Southeast Raleigh street gang program aims to curb crime
Posted April 26, 2010 11:25 p.m. EDT
Updated April 27, 2010 4:25 p.m. EDT
Raleigh, N.C. — After a string of gang-related homicides in southeast Raleigh last year, a group of area citizens came together to talk about ways to redirect teenagers away from gangs.
Together they formed Project Ricochet Inc., a broad-based collaboration effort of the Raleigh Martin Luther King Committee, Raleigh-Wake Citizens Association and recognized community street-gang resource leaders.
"The behavior and the things these kids are going through, I can totally relate to,” Richard Monk Henry, gang coordinating director for Project Ricochet, said Monday.
Project Ricochet aims to steer teens in southeast Raleigh away from gang-related crime and towards staying in school.
"It is important that people have a quiet neighborhood and security,” southeast Raleigh resident James Graham said.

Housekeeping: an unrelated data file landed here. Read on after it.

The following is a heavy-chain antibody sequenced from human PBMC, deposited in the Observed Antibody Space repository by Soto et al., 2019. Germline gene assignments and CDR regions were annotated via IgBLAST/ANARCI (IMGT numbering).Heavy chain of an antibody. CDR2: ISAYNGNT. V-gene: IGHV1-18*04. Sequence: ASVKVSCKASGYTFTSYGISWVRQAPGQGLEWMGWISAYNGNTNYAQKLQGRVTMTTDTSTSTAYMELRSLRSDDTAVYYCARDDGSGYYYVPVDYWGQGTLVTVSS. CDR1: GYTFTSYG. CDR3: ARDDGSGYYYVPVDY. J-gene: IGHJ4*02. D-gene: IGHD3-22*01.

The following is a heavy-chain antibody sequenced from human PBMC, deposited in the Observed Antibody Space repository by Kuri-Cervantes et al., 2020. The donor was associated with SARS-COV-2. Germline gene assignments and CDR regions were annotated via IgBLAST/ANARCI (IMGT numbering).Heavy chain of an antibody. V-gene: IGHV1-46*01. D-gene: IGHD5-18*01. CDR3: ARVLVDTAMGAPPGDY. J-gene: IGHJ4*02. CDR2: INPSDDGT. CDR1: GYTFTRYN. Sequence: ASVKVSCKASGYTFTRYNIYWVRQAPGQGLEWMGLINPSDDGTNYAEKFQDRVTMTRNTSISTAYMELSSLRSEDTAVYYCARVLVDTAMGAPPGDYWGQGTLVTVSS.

Graham said he knows the reputation some people have of his neighborhood.
"Drug activities, prostitution activities and what else, breaking and entering, people stealing cars,” he said.
Police have made serious commitments to deter crime in the area, but gang problems lingered.
"The gang problem in Raleigh, it is terrible,” Henry said.
Project Richochet plans to change that by offering potential gang members workshops and places to study.
Sgt. Chaz Rosa, with the Raleigh Police Gang Suppression Unit, says community and law enforcement efforts to curb crime in the area appear to be paying off.
"We have had a significant reduction in gang-related crimes in Raleigh since I joined the gang unit and it continues to go down,” he said.
Overall crime in southeast Raleigh is down from 2008 to 2009 by nearly 11.5 percent, police said. Violent crimes are down more than 17 percent and property crimes are down nearly 10 percent, according to police statistics.
The crime drop is good news for people living in the area.
"It is going to be a better place. It is going to be a beautiful place,” Graham said.